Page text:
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UEFA welcomes support in fight against corruption

After UEFA's Executive Committee approved the creation of a network of integrity officers, Gianni Infantino said the support of the authorities was key to fighting match-fixing and corruption.

UEFA general secretary Gianni Infantino speaks to the press after the meeting in Paris
UEFA general secretary Gianni Infantino speaks to the press after the meeting in Paris ©UEFA.com

UEFA will continue to make a full contribution to the fight against match-fixing and corruption – and has emphasised that the support of the public authorities is necessary in the battle to eliminate this phenomenon from the game.

Speaking after the UEFA Executive Committee's latest meeting in Paris, UEFA general secretary Gianni Infantino explained that the committee had approved the setting up of a network of integrity officers across Europe, which involves all 53 national associations. In addition, cooperation with state and police authorities will be fostered, as their help is essential in fighting match-fixing and corruption.

UEFA is operating its own betting fraud detection system which monitors thousands of matches around the clock. Mr Infantino said that the negative phenomenon represented a threat to football's overall integrity and well-being.

"It is a danger in as far as it affects the soul of football, and this is the reason why, from UEFA's point of view, we decided some time ago to tackle this issue as strongly as possible. The working group was set up to look at what we are doing now and what we can improve.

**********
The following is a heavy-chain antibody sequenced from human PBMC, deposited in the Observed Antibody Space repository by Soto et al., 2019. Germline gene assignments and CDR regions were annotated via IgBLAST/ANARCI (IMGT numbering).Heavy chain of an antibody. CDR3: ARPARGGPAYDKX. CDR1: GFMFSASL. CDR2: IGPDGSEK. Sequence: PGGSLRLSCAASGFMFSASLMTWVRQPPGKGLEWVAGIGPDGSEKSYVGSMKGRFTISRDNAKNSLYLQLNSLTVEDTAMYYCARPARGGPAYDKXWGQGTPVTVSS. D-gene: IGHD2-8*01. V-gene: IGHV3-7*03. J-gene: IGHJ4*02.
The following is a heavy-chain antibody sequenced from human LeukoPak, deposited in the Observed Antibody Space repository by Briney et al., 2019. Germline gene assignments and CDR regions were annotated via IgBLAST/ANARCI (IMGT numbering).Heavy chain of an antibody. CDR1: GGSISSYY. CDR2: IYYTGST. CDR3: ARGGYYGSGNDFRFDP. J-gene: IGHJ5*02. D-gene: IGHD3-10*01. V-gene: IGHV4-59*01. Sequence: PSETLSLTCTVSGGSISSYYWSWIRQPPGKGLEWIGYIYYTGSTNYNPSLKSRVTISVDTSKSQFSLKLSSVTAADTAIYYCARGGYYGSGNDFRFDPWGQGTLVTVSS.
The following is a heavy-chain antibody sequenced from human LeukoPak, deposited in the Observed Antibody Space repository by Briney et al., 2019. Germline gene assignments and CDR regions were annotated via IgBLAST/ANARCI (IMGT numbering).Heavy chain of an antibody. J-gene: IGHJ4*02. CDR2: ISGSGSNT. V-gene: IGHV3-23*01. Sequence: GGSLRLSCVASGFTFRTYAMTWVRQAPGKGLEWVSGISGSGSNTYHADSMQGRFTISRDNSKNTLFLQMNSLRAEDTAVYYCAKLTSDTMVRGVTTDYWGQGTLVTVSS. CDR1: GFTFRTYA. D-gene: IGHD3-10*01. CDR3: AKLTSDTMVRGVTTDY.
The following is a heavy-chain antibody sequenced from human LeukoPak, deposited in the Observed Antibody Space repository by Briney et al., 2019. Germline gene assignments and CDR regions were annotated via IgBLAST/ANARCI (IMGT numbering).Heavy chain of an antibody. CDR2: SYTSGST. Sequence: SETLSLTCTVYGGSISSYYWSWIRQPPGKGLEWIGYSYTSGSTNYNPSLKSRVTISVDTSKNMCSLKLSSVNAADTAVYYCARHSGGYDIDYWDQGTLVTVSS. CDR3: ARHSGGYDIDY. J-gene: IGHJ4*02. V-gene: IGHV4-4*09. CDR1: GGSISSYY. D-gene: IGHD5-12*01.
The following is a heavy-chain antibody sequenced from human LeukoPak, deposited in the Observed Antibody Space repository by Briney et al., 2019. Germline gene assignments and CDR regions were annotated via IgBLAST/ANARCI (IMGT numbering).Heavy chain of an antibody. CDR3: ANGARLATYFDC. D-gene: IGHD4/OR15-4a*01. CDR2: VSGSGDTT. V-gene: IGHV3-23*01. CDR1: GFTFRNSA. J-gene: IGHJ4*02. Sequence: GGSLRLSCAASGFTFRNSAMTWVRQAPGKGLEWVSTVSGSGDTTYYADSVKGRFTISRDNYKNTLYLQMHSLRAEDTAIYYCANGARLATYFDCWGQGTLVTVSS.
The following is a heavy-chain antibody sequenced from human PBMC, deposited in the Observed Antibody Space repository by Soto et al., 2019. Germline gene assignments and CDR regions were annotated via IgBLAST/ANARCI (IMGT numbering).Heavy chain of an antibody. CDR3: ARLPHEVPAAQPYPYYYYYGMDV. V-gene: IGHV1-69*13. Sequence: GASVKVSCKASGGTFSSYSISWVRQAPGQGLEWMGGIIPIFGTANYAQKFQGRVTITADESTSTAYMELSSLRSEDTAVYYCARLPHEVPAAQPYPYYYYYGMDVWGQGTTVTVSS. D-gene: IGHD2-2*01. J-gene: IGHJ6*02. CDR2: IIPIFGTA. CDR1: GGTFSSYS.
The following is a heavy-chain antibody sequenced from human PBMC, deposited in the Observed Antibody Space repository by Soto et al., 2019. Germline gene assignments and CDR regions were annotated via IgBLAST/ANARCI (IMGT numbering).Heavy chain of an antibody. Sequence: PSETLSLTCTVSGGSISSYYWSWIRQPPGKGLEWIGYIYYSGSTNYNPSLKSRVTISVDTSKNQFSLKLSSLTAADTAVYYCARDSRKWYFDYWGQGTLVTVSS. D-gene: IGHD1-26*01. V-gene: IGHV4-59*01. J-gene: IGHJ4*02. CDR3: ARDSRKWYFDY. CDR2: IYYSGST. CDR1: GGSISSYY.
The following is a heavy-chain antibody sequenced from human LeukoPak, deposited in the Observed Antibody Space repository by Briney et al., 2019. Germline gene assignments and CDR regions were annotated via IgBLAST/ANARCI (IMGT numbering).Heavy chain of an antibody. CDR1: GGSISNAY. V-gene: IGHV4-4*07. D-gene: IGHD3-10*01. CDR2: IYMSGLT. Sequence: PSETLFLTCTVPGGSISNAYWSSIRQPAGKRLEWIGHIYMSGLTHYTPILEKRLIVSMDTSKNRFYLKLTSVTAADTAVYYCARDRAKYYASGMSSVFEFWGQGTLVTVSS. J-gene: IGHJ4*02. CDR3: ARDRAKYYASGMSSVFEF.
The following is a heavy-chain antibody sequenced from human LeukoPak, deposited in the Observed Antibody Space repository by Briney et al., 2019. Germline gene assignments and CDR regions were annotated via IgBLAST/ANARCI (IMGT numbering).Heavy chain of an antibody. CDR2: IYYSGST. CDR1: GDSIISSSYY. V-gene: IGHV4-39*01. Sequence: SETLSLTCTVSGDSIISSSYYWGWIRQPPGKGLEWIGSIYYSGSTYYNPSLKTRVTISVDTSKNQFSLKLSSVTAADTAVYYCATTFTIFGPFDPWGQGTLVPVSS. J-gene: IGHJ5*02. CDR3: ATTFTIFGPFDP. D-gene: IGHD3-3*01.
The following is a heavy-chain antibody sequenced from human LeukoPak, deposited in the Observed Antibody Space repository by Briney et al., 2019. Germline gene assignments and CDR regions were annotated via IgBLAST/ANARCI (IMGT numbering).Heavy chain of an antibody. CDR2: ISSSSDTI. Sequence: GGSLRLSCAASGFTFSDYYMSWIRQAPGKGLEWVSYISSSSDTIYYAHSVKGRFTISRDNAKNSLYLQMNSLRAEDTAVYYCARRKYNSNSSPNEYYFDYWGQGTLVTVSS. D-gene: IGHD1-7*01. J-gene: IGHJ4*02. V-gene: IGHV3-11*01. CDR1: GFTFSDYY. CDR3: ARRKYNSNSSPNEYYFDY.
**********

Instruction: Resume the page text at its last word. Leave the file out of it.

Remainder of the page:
"We are taking this very seriously. Today we are monitoring 29,000 matches per season – all UEFA matches and all first and second-division matches in all 53 national associations, to see whether there are irregular betting patterns or not. You are also dependent on the support of the police authorities. We are speaking here about criminal networks – this is the reason why we need the police forces in all countries, and the public prosecutors, to be aware of this issue and to help us tackle it.

"In the countries where it has been possible to fight efficiently against match-fixing, it has been possible only thanks to the support of the authorities," Mr Infantino added. "We cannot do this – we are only a sports organisation. But what we can do is act very strongly.

"There is zero tolerance – if someone wants to cheat in football, there is no place [for them]," the UEFA general secretary concluded. "If you don't eradicate the cancer before it starts to develop, then it can become a danger, and we will not allow it to become a danger."